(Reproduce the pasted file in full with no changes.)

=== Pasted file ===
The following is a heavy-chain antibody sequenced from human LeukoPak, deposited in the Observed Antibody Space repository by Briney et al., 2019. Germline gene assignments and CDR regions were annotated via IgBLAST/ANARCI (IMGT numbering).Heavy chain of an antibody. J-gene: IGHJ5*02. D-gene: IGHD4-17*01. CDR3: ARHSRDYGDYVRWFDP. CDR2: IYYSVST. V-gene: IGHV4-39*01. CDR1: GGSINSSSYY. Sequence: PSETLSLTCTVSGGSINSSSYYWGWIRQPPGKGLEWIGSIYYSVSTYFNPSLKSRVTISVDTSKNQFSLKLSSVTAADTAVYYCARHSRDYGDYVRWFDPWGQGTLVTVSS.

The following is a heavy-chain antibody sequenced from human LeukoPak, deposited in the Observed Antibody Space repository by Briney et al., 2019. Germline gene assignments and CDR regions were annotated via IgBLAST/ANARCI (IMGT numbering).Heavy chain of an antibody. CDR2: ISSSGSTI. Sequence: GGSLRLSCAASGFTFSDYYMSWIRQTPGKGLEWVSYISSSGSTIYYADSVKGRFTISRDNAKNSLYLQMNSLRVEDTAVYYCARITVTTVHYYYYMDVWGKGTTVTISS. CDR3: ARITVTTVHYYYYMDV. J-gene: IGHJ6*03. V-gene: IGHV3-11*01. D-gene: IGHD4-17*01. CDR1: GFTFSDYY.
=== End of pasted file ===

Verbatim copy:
The following is a heavy-chain antibody sequenced from human LeukoPak, deposited in the Observed Antibody Space repository by Briney et al., 2019. Germline gene assignments and CDR regions were annotated via IgBLAST/ANARCI (IMGT numbering).Heavy chain of an antibody. J-gene: IGHJ5*02. D-gene: IGHD4-17*01. CDR3: ARHSRDYGDYVRWFDP. CDR2: IYYSVST. V-gene: IGHV4-39*01. CDR1: GGSINSSSYY. Sequence: PSETLSLTCTVSGGSINSSSYYWGWIRQPPGKGLEWIGSIYYSVSTYFNPSLKSRVTISVDTSKNQFSLKLSSVTAADTAVYYCARHSRDYGDYVRWFDPWGQGTLVTVSS.

The following is a heavy-chain antibody sequenced from human LeukoPak, deposited in the Observed Antibody Space repository by Briney et al., 2019. Germline gene assignments and CDR regions were annotated via IgBLAST/ANARCI (IMGT numbering).Heavy chain of an antibody. CDR2: ISSSGSTI. Sequence: GGSLRLSCAASGFTFSDYYMSWIRQTPGKGLEWVSYISSSGSTIYYADSVKGRFTISRDNAKNSLYLQMNSLRVEDTAVYYCARITVTTVHYYYYMDVWGKGTTVTISS. CDR3: ARITVTTVHYYYYMDV. J-gene: IGHJ6*03. V-gene: IGHV3-11*01. D-gene: IGHD4-17*01. CDR1: GFTFSDYY.